While Philip Barlow acknowledges strains of anti-intellectualism throughout the history of the Latter-day Saint movement, he also makes this arresting conclusion: “A true ‘Mormon anti-intellectual’ is a contradiction in terms.”1 Barlow’s essay in The Oxford Handbook of Mormonism notes how Joseph Smith’s revelations identify God’s glory as intelligence, how they call upon humanity to improve not only morally, but also intellectually (Doctrine & Covenants 93:36).
Without overlooking some of the tensions this causes some Mormons—especially those more inclined to intellectual pursuits—Barlow identifies a number of exemplary Mormons engaging in wrestles between mind, heart, and spirit:
“Like other believers, LDS scholars and thinkers talk of a spiritual dimension, but their lot is made more complex through engagement with, and responsibility to, the hard thought and evidence of science, social science, the arts, and the humanities. The ways that Mormon thinkers bridge the life of the mind and spirit range widely.”2
Of course, Barlow himself is one such exemplary figure in Mormonism, which is one reason why Spencer Fluhman, director of the Neal A. Maxwell Institute, named him as a 2017 Maxwell Fellow. “Phil Barlow is among the most accomplished and respected scholars of Mormonism working today,” Fluhman says. “His rigorous mind and sensitive heart makes for quite a combination—he’s a valued colleague and a legendary mentor. We’re honored to have him here.”
In addition to his fellowship here, Barlow is the current Leonard Arrington Chair of Mormon History & Culture at Utah State University. Born and raised in Bountiful, Utah, he earned a bachelor’s degree in history from Weber State College, then a Masters in Theological Studies and Doctorate of Theology from the Harvard Divinity School. He was a Mellon Post-doctoral Fellow at the University of Rochester before spending seventeen years in the Department of Theological Studies at Hanover College in Indiana.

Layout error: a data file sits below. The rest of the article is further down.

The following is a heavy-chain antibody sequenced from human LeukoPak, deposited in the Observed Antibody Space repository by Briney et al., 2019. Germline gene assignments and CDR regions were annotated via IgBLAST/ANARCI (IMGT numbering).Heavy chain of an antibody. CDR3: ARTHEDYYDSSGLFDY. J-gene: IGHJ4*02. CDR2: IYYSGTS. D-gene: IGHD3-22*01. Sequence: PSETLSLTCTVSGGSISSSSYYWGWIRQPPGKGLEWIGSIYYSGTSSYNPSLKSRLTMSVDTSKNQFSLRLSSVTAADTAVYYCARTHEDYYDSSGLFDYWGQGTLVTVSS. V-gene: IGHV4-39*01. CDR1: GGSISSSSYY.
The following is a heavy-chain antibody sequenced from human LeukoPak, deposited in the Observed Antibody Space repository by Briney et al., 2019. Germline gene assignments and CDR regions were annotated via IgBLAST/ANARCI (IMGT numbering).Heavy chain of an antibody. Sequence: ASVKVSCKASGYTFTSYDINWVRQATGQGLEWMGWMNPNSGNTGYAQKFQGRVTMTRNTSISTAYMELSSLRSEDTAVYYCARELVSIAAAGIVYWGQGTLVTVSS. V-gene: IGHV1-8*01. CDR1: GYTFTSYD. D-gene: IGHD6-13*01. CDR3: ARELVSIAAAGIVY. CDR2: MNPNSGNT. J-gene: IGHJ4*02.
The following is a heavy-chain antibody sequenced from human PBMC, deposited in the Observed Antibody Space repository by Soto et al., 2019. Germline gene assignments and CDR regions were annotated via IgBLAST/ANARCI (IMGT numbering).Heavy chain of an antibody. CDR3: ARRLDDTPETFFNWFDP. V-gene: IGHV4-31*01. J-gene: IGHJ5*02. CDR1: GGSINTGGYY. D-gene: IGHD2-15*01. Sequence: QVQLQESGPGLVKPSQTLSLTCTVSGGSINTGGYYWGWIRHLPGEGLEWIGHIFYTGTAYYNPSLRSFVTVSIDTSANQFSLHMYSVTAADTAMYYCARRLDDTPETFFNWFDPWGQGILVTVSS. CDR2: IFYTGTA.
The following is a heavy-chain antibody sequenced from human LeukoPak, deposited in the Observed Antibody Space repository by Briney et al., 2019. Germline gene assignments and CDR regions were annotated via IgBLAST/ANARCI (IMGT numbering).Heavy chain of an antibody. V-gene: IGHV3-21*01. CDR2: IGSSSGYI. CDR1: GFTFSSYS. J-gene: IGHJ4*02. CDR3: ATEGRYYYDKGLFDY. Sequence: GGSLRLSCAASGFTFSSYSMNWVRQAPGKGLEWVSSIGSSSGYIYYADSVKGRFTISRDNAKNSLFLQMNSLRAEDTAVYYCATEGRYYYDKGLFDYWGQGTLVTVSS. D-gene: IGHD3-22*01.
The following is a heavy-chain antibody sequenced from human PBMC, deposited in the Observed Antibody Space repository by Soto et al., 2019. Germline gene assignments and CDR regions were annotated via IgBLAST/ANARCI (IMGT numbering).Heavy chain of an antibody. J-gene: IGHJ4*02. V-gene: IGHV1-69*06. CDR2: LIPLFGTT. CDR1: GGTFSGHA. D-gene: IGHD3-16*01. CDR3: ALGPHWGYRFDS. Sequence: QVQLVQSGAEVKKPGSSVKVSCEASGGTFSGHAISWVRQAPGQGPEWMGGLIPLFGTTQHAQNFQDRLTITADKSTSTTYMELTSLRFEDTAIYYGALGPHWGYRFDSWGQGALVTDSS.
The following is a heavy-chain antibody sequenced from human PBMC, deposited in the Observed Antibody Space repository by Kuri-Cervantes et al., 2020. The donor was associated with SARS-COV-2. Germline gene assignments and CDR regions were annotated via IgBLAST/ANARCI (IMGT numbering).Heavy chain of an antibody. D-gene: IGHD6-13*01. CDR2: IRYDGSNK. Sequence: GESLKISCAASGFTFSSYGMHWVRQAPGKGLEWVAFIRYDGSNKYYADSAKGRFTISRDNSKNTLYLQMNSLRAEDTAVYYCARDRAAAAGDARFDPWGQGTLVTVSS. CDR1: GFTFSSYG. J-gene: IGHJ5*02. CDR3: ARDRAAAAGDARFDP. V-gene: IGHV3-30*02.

Barlow understands that the academic study of religion can introduce students to questions and difficulties they might not have otherwise encountered. But for him, the life of the mind and the spirit could not so easily be separated from one another, and such an attempted division brings its own dangers:
“I think it is a mistake to attempt to elevate religion by disparaging reason. I believe my mind to be more a friend than a foe to my spirit, and that God gave me my intellect in the same sense that He gave me my soul. I believe that ‘spirit’ and ‘faith’ and ‘revelation’ and ‘reason’ can be related, compatible terms. Joseph Smith implied as much when he said that his revelatory experiences often consisted of receiving ‘sudden strokes of ideas’ from the Spirit and that the ‘Holy Ghost has no other effect than pure intelligence.’ Although it is of course possible to err by intellectual arrogance or to misunderstand rationality as the only important kind of intelligence, I do not believe that it is possible to think too well. Even if one feels they have received inspiration, a mature faith ought to be a thoughtful faith.”3
Barlow plans to spend his time at the Institute on current projects about contemporary LDS religion and culture (Mormonism, with Jan Shipps), and also the notion of a “war in heaven” in the history of ideas, lore, and literature. In addition to this research, Barlow will co-direct the Institute’s Summer Seminar on Mormon Culture this year with Terryl Givens, his co-editor on Oxford’s Handbook.4 The Institute is lucky to have him.
Follow our blog for occasional guest posts and interviews with Philip L. Barlow throughout the year.
Philip Barlow, “Mind and Spirit in Mormon Thought,” in Terryl L. Givens and Philip L. Barlow, The Oxford Handbook of Mormonism (New York: Oxford University Press, 2015), 233. ↩
Barlow, Ibid., 240. ↩
See Barlow, “The Uniquely True Church,” in Philip Barlow, ed., A Thoughtful Faith: Essays on Belief by Mormon Scholars (Centerville, Utah: Canon, 1986), 235-258. ↩